Structural Engineer
Design

The Design Engineer is usually involved in the front end design, typically taking the leadership role in the Schematic Design and Design Development, and then a monitoring role through the CD and CA phases.

MEP Engineer
Design

The Design Engineer is usually involved in the front end design, typically taking the leadership role in the Schematic Design and Design Development, and then a monitoring role through the CD and CA phases.

WSP
Other Consultant

Other Consultant refers to other organizations which provided significant consultation services for a building project (e.g. wind consultants, environmental consultants, fire and life safety consultants, etc).

Wind
Owner/Developer
Suning Real Estate Group
Architect
Design

Usually involved in the front end design, with a "typical" condition being that of a leadership role through either Schematic Design or Design Development, and then a monitoring role through the CD and CA phases.

Architect of Record

Usually takes on the balance of the architectural effort not executed by the "Design Architect," typically responsible for the construction documents, conforming to local codes, etc. May often be referred to as "Executive," "Associate," or "Local" Architect, however, for consistency CTBUH uses the term "Architect of Record" exclusively.

Structural Engineer
Design

The Design Engineer is usually involved in the front end design, typically taking the leadership role in the Schematic Design and Design Development, and then a monitoring role through the CD and CA phases.

MEP Engineer
Design

The Design Engineer is usually involved in the front end design, typically taking the leadership role in the Schematic Design and Design Development, and then a monitoring role through the CD and CA phases.

WSP
Other Consultant

Other Consultant refers to other organizations which provided significant consultation services for a building project (e.g. wind consultants, environmental consultants, fire and life safety consultants, etc).

Landscape
Schmidt Landschaftsarchitekten
Lighting
AIK-Atelier de Yann Kersale; L-PLAN LIGHTING DESIGN
Vertical Transportation
H.H. Angus & Associates Limited
Wind
Material Supplier

Material Supplier refers to organizations which supplied significant systems/materials for a building project (e.g. elevator suppliers, facade suppliers, etc).

Elevator
Sematic S.r.l.

CTBUH Initiatives

Skybridges Research Team Visits Major Projects in China, Malaysia

31 July 2019 - Event

Height & Data Committee Meets at 2018 Middle East Conference

20 October 2018 - Event

Videos

11 June 2013 | Nanjing

City-Scapes: Transformations + Interventions

In our journey from Chicago to New York, the United States, South Africa, Europe, the Mideast to Asia/China, the tall building has always been tied...

Research

01 August 2020

Skybridges: State of the Art

Antony Wood, Peng Du & Daniel Safarik, CTBUH

For more than a century, architects and urban visionaries have foretold of three-dimensional cities, with tall buildings linked by skybridges forming a new kind of...

11 June 2013 | Nanjing

City-Scapes: Transformations + Interventions

In our journey from Chicago to New York, the United States, South Africa, Europe, the Mideast to Asia/China, the tall building has always been tied...

18 October 2012 | Nanjing

Lynn S. Beedle Lifetime Achievement Award: Archi-neering Tall

Never predictable, never simplistic, Helmut Jahn has developed a complex portfolio of iconic buildings around the world. Standout projects include the Sony Center in Berlin,...

19 September 2012 | Nanjing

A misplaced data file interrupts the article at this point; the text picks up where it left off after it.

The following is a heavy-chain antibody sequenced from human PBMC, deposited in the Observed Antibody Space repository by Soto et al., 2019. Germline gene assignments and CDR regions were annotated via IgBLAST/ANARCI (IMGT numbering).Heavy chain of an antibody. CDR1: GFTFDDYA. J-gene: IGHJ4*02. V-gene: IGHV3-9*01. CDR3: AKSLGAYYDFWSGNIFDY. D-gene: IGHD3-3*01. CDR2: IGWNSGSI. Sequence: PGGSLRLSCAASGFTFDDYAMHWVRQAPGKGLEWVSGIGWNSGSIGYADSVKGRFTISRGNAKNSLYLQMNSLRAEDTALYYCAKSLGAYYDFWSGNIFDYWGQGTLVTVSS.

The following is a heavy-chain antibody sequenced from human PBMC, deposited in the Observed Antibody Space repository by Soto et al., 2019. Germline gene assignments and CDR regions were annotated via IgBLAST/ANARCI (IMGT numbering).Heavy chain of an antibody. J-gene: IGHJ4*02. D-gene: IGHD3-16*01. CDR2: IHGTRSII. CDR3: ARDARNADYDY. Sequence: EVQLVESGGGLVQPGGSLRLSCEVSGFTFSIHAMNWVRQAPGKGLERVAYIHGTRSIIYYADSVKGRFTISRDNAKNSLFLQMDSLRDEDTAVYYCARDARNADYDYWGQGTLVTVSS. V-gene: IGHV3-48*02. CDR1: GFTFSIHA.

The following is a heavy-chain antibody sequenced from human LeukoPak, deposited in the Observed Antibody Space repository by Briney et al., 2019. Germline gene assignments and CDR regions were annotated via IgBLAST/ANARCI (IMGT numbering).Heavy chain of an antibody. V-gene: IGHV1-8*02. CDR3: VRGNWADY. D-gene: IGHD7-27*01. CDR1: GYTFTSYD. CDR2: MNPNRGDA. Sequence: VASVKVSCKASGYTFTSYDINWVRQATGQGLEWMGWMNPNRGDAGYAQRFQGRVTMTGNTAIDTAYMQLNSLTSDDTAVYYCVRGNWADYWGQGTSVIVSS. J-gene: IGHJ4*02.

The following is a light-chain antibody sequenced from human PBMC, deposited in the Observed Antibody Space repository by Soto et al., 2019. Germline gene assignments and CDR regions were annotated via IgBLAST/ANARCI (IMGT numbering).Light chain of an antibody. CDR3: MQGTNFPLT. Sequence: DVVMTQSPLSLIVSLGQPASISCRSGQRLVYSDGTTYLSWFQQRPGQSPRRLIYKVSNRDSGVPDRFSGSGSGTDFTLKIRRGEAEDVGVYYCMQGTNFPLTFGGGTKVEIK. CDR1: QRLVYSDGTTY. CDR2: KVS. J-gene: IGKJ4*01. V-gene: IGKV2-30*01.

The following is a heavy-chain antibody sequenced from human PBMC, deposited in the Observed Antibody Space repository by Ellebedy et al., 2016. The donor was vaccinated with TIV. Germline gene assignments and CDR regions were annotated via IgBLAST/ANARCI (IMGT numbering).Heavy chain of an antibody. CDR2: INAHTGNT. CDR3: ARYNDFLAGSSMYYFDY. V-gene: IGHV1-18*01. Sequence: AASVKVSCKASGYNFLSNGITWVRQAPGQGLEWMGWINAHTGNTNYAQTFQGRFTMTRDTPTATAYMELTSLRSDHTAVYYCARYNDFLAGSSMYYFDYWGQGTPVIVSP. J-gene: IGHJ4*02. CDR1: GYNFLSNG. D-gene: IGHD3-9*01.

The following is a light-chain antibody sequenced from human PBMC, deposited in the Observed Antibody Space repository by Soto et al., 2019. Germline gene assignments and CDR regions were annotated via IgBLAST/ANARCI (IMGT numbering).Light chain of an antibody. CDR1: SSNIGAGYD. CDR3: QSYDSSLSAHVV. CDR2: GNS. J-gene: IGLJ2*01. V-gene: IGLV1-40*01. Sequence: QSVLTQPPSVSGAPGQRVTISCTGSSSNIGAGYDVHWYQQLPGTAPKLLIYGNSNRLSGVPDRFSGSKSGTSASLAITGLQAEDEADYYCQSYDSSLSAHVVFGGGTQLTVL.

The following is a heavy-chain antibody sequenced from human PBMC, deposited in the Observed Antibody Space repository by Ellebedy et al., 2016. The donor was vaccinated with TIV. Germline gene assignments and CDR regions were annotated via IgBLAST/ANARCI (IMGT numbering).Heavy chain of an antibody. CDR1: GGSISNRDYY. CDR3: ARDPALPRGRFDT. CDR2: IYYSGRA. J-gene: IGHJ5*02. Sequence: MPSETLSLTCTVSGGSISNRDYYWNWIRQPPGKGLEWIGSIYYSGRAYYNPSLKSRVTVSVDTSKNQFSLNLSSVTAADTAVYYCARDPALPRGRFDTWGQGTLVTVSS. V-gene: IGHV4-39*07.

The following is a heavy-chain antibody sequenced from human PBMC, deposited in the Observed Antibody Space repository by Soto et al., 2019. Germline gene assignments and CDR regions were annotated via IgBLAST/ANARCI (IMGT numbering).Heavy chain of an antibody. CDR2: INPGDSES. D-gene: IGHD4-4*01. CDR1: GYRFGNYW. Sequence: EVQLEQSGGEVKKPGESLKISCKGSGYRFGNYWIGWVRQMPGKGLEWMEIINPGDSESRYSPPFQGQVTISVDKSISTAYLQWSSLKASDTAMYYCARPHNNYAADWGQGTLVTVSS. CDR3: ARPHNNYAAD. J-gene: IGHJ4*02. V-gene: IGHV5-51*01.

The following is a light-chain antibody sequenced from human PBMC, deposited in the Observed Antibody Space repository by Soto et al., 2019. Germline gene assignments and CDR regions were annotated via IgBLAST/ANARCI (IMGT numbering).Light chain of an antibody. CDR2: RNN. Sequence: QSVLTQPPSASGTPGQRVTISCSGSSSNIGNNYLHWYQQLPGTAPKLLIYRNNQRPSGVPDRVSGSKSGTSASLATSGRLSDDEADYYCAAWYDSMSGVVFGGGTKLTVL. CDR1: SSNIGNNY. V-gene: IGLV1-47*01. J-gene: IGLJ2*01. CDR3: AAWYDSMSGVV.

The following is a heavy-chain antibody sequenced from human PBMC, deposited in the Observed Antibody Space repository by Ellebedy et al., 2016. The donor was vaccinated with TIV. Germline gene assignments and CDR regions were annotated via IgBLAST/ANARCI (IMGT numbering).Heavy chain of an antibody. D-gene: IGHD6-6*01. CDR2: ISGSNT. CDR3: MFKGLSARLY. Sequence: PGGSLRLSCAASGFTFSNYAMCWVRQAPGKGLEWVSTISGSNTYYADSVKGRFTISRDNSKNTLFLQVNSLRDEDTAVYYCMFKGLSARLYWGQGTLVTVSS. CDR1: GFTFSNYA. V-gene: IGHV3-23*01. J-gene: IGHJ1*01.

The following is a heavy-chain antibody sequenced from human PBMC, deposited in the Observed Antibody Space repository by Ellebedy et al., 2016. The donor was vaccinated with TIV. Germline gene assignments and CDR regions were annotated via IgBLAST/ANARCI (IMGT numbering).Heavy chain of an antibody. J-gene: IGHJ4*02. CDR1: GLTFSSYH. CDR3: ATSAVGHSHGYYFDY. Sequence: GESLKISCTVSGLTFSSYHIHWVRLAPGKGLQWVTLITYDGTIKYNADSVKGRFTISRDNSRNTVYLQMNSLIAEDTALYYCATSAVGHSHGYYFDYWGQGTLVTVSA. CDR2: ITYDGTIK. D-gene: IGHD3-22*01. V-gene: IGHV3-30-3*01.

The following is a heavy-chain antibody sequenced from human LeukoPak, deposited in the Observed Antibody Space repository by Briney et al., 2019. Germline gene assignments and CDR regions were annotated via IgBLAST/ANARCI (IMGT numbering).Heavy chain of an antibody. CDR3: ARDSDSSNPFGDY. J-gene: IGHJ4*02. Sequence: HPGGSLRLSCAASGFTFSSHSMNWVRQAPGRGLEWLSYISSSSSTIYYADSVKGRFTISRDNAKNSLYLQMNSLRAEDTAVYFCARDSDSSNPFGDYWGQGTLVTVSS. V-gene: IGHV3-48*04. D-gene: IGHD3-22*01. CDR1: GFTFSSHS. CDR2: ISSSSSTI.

Innovative and Sustainable High-Rise Façade Systems in Asia

The variety of architectural ideas, the need to save energy and the specific demands of high-rise construction, different locations, locally available construction techniques and climate...

01 August 2020

Skybridges: State of the Art

Antony Wood, Peng Du & Daniel Safarik, CTBUH

For more than a century, architects and urban visionaries have foretold of three-dimensional cities, with tall buildings linked by skybridges forming a new kind of...

27 January 2012

Debating Tall: A Supertall Future in the US?

Adrian Smith, Adrian Smith + Gordon Gill Architecture; Paul Beitler, Beitler Real Estate Services LLC

In 1990, only 11 buildings in the world could be counted as a “supertall” (defined as a building over 300 meters tall), and all but...

31 July 2019

Three researchers from the CTBUH Skybridges Research Team visited four key skybridge-linked projects in Shenzhen, Chongqing, Beijing, and Kuala Lumpur.

20 October 2018

Height & Data Committee Meets at 2018 Middle East Conference

The CTBUH Height and Data Committee met to discuss several key definitions of structural types, as well as some urban-scale considerations.

7 December 2017

The founder of the CTBUH, Dr. Lynn Beedle, a professor and eventually director of the Fritz Engineering Laboratory at Lehigh University, would have been 100 years old on December 7.

5 July 2017

Asia Pacific Seminar Series

CTBUH Singapore, in coordination with CTBUH Malaysia and CTBUH Thailand, hosted a multi-city seminar on sustainable design in Singapore, Kuala Lumpur, and Bangkok.

21 July 2016

CTBUH Malaysia: How to Improve Design and Build Efficiency

CTBUH Malaysia held its inaugural event in the Malaysian Petroleum Club at Petronas Towers, kindly supported by KLCC and Turner International Malaysia.

10 September 2014

Megacolumns Research – Update and First Deliverable

Progress is being made on the Composite Megacolumns research project, with a case study and laboratories selected for the destructive tests

18 October 2012

Helmut Jahn Discusses His Lifetime's Work

Never predictable, never simplistic, Helmut Jahn has developed a complex portfolio of iconic buildings around the world. Standout projects include the Sony Center in Berlin, Xerox Center in Chicago, Liberty Place in Philadelphia and the MGM Veer Towers in Las Vegas. Once defined as a modernist, he broke away from rigid labels to create his own blends of efficient structures, paving the way for a new era of sustainable buildings.